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Some of the most challenging peices to play?

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(@steve-0)
Noble Member
Joined: 20 years ago
Posts: 1162
 

Taking this idea further, look at blues players like Albert King, or BB King. Neither of those two legends shred like the virtuosos, but I dare you to try and play like them. They can both squeeze unbelievable mileage out of a relatively simple phrase. They make the guitar sing.

Another metal vs. blues argument? *sigh* :lol:

All kidding aside, I'm trying to develop a combination of both 'shred' playing and melodic, 'emotional' playing and turn it into an interesting style of lead: In my opinion i think that's what SRV did (I know, he's mainly a blues guy but can you honestly tell me that you wouldn't call some of his licks fast enough to be shred?), also guys like Kirk Hammett and Randy Rhodes and such. I think you need both, anyways, back to the original topic.

The idea of a piece being tougher then something else is very subjective... i mean, that guy is amazing in terms of metal/rock lead playing... but i think if someone gave him a slide and a guitar and said play, or gave him a classical guitar and sheet music and said play, it might be a different story. I mean, someone who can play all of Malmsteen's pieces might find an Allman Bros solo simply IMPOSSIBLE to play, and that person might also find Classical Gas to be very hard to play.

There's so much music out there, you just have to go looking for it.

Steve-0


   
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(@jasoncolucci)
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Joined: 20 years ago
Posts: 339
 

i mean, that guy is amazing in terms of metal/rock lead playing... but i think if someone gave him a slide and a guitar and said play, or gave him a classical guitar and sheet music and said play, it might be a different story.

If you're talking about malmsteen there(I really couldn't tell who you were talking about specifically)...he started out playing classical guitar and is still strongly routed in neo-classicism. That being said, I see your point and agree with it. Playing phyrgian modes in different positions is an altogether different skill than those necessary for playing differnt things such as classical pieces with intricate fingering patterns.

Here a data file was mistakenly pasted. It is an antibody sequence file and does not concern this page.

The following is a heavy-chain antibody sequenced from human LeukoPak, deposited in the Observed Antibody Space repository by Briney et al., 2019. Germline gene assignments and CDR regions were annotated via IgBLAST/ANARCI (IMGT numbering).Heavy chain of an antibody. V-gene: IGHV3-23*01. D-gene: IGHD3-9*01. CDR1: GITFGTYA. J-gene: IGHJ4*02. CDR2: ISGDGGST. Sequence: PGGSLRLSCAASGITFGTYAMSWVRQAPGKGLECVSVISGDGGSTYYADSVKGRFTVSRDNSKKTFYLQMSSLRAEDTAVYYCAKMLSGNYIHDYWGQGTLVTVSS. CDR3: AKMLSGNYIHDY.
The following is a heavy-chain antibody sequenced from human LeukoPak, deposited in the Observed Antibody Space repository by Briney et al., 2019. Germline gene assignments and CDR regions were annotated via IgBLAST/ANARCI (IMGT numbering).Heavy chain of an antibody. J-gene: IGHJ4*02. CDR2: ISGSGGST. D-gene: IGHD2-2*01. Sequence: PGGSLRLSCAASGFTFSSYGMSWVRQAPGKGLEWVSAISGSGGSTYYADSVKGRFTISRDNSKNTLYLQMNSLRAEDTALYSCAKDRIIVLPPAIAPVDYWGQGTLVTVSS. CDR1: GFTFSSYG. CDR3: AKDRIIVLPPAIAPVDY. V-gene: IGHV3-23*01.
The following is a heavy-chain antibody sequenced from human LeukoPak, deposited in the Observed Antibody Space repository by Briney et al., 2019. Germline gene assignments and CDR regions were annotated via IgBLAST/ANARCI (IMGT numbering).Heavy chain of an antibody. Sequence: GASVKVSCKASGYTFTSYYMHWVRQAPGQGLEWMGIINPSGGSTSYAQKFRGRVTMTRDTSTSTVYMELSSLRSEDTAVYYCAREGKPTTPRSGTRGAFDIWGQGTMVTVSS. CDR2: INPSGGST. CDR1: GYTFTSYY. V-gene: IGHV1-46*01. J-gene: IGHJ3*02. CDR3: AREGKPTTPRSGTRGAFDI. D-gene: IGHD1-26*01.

Guitarin' isn't a job, so don't make it one.


   
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(@ebuchednezzar)
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Joined: 20 years ago
Posts: 73
 

I guess to me, one technical demand isn't enough to qualify a piece as difficult. So what if it's 400 BPM, if that's all you have to do is play a line of notes that quickly. Just get a metronome and practice until you can do it. Same thing if it's minimal-note blues. If you all you have to do is bend a note here or there and apply a little vibrato, you can learn that too relatively quickly.

The difficulty comes from having to do everything at the same time, which is what the great players do. They play 400 BPM while pouring soul into the music, palm muting, bending, vibrato, legato lines - the whole shebang. There isn't one ultimately difficult piece or form of music. You just get out of it what you put into it.

Of course, this is generalized a bit.

"There's no easy ways man," he said. "You gotta learn the hard parts for yourself."


   
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(@simonhome-co-uk)
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Joined: 20 years ago
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mmm, its true about some classical peices having complicated fingerings. Classical Gas is pretty hard, but I found Comming Bach by Yngwie even more so, as it involed changing finger positions so quick.


   
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